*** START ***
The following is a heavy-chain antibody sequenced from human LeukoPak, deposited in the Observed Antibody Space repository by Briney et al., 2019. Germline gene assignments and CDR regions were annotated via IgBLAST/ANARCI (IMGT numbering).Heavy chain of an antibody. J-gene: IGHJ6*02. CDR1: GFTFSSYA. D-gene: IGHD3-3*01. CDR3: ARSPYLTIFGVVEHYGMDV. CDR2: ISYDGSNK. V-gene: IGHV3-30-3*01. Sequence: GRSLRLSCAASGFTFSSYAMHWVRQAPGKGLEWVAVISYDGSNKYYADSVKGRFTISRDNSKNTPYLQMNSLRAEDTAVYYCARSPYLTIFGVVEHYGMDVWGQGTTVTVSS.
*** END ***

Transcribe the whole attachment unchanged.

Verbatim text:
The following is a heavy-chain antibody sequenced from human LeukoPak, deposited in the Observed Antibody Space repository by Briney et al., 2019. Germline gene assignments and CDR regions were annotated via IgBLAST/ANARCI (IMGT numbering).Heavy chain of an antibody. J-gene: IGHJ6*02. CDR1: GFTFSSYA. D-gene: IGHD3-3*01. CDR3: ARSPYLTIFGVVEHYGMDV. CDR2: ISYDGSNK. V-gene: IGHV3-30-3*01. Sequence: GRSLRLSCAASGFTFSSYAMHWVRQAPGKGLEWVAVISYDGSNKYYADSVKGRFTISRDNSKNTPYLQMNSLRAEDTAVYYCARSPYLTIFGVVEHYGMDVWGQGTTVTVSS.